They don’t use any MSG or much oil – which can be a big hazard in Chinese cooking – and emphasize local and organic ingredients. The picture menu is extensive and easy to order off of! The second time we had some green veg with mushrooms, sweet and sour “pork” and dumplings. Yum yum. Seriously, highly recommended.


Conclusions? Shanghai is a weird place. It’s trying to expand and grow and modernize, but it’s trying to do too much, too fast! The entire city is pretty much a construction zone. It’s a very grimy, polluted city as well. First impressions in the taxi from the airport weren’t very good – the buildings look really worn and gross. The pollution has a lot to do with it, finishes on the buildings break down fast and they don’t seem to have been appropriately chosen in the first place.

new and old

In the city, traditional housing (which hasn’t been kept in shape and was really slums) is being razed and replaced with trendy, expensive condos and office buildings which the inhabitants are shipped out of the area to cookie-cutter government built low income housing.

Overall we had an okay experience, Shanghai isn’t my favourite city but it does have some fun…staying in the apartment really elevated the experience since we had somewhere nice to call home! Food was good, the transportation was okay (so many taxis though, we used maps to show the drivers where we wanted to go) but a couple of days of the pollution was more than enough!

(P.S. If you’re interested, there’s lots more photos of all my travels at Flickr!)

Jan 25: Tokyo, again

(I can’t believe I’m so far behind on the blog posts! Arghhh.)

On the 25th we got up at a reasonable hour and headed out to Kyoto station to head back to Tokyo – we took a different entrance so we stumbled upon a great food stall in the basement somewhere that had lots of onigiri (triangle-shaped rice with filling, wrapped in seaweed) and inari sushi (sweetened tofu sheet with rice inside). Yum yum. I wish I’d learned a little earlier in the trip to ask for konbu (kelp) onigiri!

mmmm, inari zushi

(Vig enjoying an inari sushi.)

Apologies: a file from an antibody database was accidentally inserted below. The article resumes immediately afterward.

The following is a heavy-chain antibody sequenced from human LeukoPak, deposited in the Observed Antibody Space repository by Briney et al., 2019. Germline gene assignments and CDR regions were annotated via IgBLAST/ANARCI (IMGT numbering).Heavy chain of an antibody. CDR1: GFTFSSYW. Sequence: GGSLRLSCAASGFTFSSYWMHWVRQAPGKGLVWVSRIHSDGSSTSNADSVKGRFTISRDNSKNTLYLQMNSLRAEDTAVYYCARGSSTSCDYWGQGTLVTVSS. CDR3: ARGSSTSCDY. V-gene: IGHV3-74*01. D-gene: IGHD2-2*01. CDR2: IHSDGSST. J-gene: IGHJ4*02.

We took the shinkansen back to Tokyo, and even got to see Mt. Fuji from the window! We checked back into the same hotel we stayed in the first time – it was like coming home. Man, Tokyo was so awesome. After a little rest we decided to do one last sightseeing push for Tokyo – first up was Roppongi Hills, a pretty fancypantsy condo-entertainment complex with a movie theatre, a huge fancy mall, lots of restaurants and such.

And a huge spider sculpture.

spider at Roppongi Hills

To complete our upscale Roppongi experience we had a snack in a local coffee shop, Koots. They had great green tea, slightly weird vegetable-soy soup, and an even weirder cheese-and-olive onigiri!

Then it got a little darker and we headed to check out Harajuku – didn’t see too many dressed up people, but there was some good walking around and looking. Lots of crepe shops and clothing shops!


From Harajuku we walked along Omotesando street, which has all the designer stores. More fancy stuff! We looked for a restaurant listed online, but didn’t find it. Sort of desperate and hungry, we finally stumbled upon a treasure trove of vegetarian food – a Japanese health food store! I think it was called something like Nature House or something like that. They had a fair amount of prepared veggie Japanese foods in the store, and we picked up some nice oranges to snack on too. I think for food we got some stirfried veggies (beans! glorious green beans!), some salad, rice, and a tofu dish.

One more stop on our way back to the hotel to eat was the intersection at Shibuya station, which is a HUGE scramble intersection. Fun for photos, although a bit tough at night!

shibuya at night

Back in our hotel we ate up our health food store dinner and packed up for the trip to Shanghai!